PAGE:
If we change the annual income though to $45,000 a year, this is where the paye and repaye options make more sense. Here your monthly payment would start out at $53 a month and rise to either $350 a month under that pay as you earn plan or $479 a month under the revised pay as you earn. You’d pay the full amount under the repaye plan over 248 months, just over 20 years, but under that pay as you go option, you would pay for 20 years and may be able to get some of the debt forgiven.
Student Loan Income Contingent Payment Plans
The income contingent plan calculates your payment two different ways then gives you the lower of the two. The first method is 20% of your discretionary income, so that’s your adjusted gross income reported on your taxes minus the poverty line for your family size.
For example the poverty level for a family of four is currently $24,600 so if your adjusted income, that’s your income minus deductions, is $35,000 then your discretionary income would be $10,400 and 20% of that would be $2,080 for the year. That means student loan payments of about $173 a month. So an important point here is this method doesn’t take your loan balance into consideration.
The other way your ICR payment is calculated does use your loan balance. It uses an income factor determined by the government so we won’t go into the calculation but you’ll always get the lower payment of the two methods.
Payments under the income contingent plan would start at $313 per month and rise to $348 over 130 months for our $75,000 income example.
On our alternative scenario of $45,000 income, that income-contingent repayment would mean a payment of $263 to start and rising to $302 per month over 156 months. You’d pay more monthly than some of the other plans but still less than the standard plan and would only pay about $2,600 in additional interest.
Student Loan Repayment Options Comparison
Let’s look at a side-by-side comparison of the repayment options for our two income scenarios. You see here with the high-income scenario where we’re making $75,000 a year, a lot of the income-driven options aren’t that much different from the standard plan. You pay the most interest in the extended graduated plan because payments start out lowest and go that full 300 months. Your total repaid amount is actually lower under the revised pay as you earn plan because of those higher payments towards the end of the plan.
So here if your income is fairly high to start with, you might just pick the standard plan. You’ll save on interest compared to most of the options and don’t have to worry about the monthly amount going up. If you expect your income to jump pretty quickly but it’s just kind of low now, you might go with the graduated plan or one of the income-driven options.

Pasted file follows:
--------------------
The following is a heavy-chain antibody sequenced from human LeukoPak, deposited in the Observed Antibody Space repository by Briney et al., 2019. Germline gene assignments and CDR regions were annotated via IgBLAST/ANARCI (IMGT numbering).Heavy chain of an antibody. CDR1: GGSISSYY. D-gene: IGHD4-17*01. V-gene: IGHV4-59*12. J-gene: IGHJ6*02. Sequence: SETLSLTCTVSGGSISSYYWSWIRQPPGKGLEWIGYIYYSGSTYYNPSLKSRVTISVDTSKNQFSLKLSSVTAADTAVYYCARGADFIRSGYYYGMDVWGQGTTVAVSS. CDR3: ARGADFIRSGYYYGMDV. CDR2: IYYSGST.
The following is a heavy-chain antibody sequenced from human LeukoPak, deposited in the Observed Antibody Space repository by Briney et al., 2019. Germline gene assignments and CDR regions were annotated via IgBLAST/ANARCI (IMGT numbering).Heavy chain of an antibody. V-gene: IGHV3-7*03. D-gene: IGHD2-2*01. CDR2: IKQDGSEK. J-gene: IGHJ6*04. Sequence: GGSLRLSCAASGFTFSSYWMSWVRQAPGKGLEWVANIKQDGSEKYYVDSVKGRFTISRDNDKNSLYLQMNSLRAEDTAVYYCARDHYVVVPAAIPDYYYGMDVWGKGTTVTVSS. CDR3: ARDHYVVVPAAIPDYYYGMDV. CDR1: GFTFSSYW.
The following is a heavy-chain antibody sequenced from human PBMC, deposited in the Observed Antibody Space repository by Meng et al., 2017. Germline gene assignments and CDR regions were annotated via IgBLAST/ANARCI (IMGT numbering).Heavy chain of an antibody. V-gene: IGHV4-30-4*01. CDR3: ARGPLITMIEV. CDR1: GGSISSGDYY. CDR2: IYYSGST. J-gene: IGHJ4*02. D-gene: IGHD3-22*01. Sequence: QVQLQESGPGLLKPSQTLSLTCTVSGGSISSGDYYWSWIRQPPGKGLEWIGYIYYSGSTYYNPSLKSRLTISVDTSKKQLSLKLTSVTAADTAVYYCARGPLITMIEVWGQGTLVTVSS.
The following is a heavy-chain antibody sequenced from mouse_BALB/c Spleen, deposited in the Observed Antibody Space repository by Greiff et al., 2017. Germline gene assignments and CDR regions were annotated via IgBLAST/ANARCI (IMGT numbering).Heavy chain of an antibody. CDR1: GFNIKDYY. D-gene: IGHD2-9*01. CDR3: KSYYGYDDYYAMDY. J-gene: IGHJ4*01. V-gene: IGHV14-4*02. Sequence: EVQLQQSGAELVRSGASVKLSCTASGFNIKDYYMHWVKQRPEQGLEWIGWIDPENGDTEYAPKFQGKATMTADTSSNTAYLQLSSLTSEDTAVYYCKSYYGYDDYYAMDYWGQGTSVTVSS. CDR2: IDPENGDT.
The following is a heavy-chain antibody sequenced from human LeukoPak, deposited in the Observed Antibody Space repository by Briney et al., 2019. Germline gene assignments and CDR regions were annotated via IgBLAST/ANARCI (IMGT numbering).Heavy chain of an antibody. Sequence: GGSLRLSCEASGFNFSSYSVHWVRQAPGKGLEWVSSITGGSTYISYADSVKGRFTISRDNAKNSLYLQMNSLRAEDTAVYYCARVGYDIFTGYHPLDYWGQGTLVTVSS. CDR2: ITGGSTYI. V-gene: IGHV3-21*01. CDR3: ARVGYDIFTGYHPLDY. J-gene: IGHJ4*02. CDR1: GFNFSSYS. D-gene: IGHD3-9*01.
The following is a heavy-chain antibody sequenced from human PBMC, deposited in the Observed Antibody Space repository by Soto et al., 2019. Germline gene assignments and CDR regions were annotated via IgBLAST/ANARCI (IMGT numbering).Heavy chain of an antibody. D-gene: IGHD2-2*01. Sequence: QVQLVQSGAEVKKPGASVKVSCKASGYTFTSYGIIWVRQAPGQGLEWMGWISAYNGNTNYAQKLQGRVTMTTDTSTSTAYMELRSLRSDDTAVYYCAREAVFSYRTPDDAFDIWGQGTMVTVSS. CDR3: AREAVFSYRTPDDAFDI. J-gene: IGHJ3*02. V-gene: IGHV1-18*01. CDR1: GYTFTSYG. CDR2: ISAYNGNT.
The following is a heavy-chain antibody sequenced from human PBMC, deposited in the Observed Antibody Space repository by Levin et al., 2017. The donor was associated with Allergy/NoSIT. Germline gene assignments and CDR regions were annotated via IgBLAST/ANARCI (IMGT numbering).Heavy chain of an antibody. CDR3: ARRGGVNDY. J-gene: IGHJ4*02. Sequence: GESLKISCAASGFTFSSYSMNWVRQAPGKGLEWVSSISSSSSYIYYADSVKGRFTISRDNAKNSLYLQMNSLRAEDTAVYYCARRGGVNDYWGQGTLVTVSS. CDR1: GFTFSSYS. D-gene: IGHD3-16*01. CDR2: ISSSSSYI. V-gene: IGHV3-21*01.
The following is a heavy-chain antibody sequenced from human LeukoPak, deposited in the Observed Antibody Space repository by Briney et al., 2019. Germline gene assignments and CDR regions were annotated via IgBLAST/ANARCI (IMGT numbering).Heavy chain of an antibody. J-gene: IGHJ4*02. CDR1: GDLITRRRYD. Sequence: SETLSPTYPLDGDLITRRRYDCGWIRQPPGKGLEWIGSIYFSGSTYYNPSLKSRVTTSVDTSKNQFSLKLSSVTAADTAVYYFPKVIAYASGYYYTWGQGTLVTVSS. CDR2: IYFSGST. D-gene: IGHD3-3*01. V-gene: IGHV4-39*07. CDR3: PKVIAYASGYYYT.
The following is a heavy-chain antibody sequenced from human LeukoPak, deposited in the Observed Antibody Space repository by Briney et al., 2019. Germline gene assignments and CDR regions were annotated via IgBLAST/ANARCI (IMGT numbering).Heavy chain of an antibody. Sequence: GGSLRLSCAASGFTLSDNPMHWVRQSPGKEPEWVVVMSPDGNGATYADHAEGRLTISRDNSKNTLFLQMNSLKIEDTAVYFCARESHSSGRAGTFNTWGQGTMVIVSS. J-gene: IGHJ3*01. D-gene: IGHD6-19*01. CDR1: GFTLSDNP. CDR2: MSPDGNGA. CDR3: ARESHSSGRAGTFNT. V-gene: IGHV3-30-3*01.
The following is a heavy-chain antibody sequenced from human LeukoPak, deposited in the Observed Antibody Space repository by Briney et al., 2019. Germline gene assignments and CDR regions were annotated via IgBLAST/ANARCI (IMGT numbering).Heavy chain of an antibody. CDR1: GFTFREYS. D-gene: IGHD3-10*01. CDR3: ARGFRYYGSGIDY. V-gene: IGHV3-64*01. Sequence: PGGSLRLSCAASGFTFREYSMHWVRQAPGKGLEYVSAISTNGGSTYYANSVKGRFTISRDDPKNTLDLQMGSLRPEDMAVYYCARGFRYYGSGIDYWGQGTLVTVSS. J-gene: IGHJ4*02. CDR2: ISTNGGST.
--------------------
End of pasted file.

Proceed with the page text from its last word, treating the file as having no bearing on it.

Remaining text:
The decision is hugely different for lower income households and you might not be able to make payments on the standard plan. Again, you pay the most interest on the extended graduated but the revised pay as you earn and income-based aren’t far behind. If you don’t expect your income to increase very much, you might consider that pay-as-you-earn or the income-based plan for new borrowers to take advantage of the loan forgiveness program.
Make sure you check this on the estimator to see your own payment amounts and if you qualify for the loan forgiveness programs. I really like the income-driven payment plans because you can use some tax tricks to lower your reported income.
If you own your own business, your income is deducted by all your business expenses so you might be able to get reported income low enough to all but eliminate current student loan payments. Understand that if your income really jumps with your business though, you could be looking at much higher loan payments.
I know this is a lot to take in but the decision could save you thousands of dollars. Not only that but it could free up cash to really start focusing on your financial future and keep you from being held back by that debt.
How to Pick a Student Loan Payment Option
Choosing between the options can usually come down to three questions.
First, are you expecting your income to increase and how sure of it are you? Some of those income-driven options get expensive as your income increases but they can give you the breathing room you need in those early years.
Another question is whether you can even afford the payments under the standard plan. This is where I see the most people get in trouble. They don’t spend the time to look at each plan and estimate their payment. They go with that standard plan because, well…it’s just the standard. Then the payments are too much, they have nothing left and even get behind which just sends them into a downward financial spiral.
Finally, is refinancing a better option. We haven’t really talked about it much in this video but getting a lower rate by refinancing can save you thousands on your loan AND make your payments more affordable. I would look through the repayment options to see what you’d be paying and the total amount paid, then check your rate on student loan refinancing to see how it compares.
Understanding and comparing the different student loan payment options can free you from the huge burden. Not only can it lower your monthly payments and put the repayment within your budget but you might be able to get some debt forgiven. Don't forget to check your rates on a student loan refinance too, it could save you even more money. Checking your rate on a student loan refinance won’t affect your credit score and Splash has terms from five- to 15-year repayment plans.
About the Author
Joseph Hogue is a financial expert and investment analyst. After serving in the Marine Corps, he started his career investing in real estate before becoming an investment analyst for some of the largest private investors. He's appeared on Bloomberg and on CNBC as an investment expert and has published ten books in personal finance. Now he helps investors reach their financial goals and invest in the stock market with some of the same advice he used when working for the rich.